Discriminating stress from rest based on resting-state connectivity of the human brain: A supervised machine learning study
Number of pages
SourceHuman Brain Mapping, 41, 11, (2020), pp. 3089-3099
Article / Letter to editor
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SW OZ BSI KLP
PI Group Statistical Imaging Neuroscience
PI Group Affective Neuroscience
Human Brain Mapping
Subject220 Statistical Imaging Neuroscience; 230 Affective Neuroscience; All institutes and research themes of the Radboud University Medical Center; Experimental Psychopathology and Treatment; Radboudumc 7: Neurodevelopmental disorders DCMN: Donders Center for Medical Neuroscience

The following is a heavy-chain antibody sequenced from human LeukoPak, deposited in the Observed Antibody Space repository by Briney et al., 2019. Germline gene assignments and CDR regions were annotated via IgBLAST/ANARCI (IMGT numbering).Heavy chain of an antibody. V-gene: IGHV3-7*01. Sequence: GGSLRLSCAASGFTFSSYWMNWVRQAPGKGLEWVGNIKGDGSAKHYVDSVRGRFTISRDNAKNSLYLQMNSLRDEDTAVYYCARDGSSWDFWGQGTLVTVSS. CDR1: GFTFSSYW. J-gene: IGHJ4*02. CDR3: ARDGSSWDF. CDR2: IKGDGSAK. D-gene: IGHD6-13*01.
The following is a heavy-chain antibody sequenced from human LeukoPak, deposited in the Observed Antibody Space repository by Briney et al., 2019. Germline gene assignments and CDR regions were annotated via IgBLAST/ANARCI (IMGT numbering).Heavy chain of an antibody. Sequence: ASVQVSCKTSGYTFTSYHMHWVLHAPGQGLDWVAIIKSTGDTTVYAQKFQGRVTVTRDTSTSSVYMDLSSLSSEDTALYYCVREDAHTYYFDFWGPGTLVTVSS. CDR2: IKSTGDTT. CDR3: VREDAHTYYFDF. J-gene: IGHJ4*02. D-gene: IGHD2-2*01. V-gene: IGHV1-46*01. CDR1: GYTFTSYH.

Acute stress induces large-scale neural reorganization with relevance to stress-related psychopathology. Here, we applied a novel supervised machine learning method, combining the strengths of a priori theoretical insights with a data-driven approach, to identify which connectivity changes are most prominently associated with a state of acute stress and individual differences therein. Resting-state functional magnetic resonance imaging scans were taken from 334 healthy participants (79 females) before and after a formal stress induction. For each individual scan, mean time-series were extracted from 46 functional parcels of three major brain networks previously shown to be potentially sensitive to stress effects (default mode network (DMN), salience network (SN), and executive control networks). A data-driven approach was then used to obtain discriminative spatial linear filters that classified the pre- and post-stress scans. To assess potential relevance for understanding individual differences, probability of classification using the most discriminative filters was linked to individual cortisol stress responses. Our model correctly classified pre- versus post-stress states with highly significant accuracy (above 75%; leave-one-out validation relative to chance performance). Discrimination between pre- and post-stress states was mainly based on connectivity changes in regions from the SN and DMN, including the dorsal anterior cingulate cortex, amygdala, posterior cingulate cortex, and precuneus. Interestingly, the probability of classification using these connectivity changes were associated with individual cortisol increases. Our results confirm the involvement of DMN and SN using a data-driven approach, and specifically single out key regions that might receive additional attention in future studies for their relevance also for individual differences.
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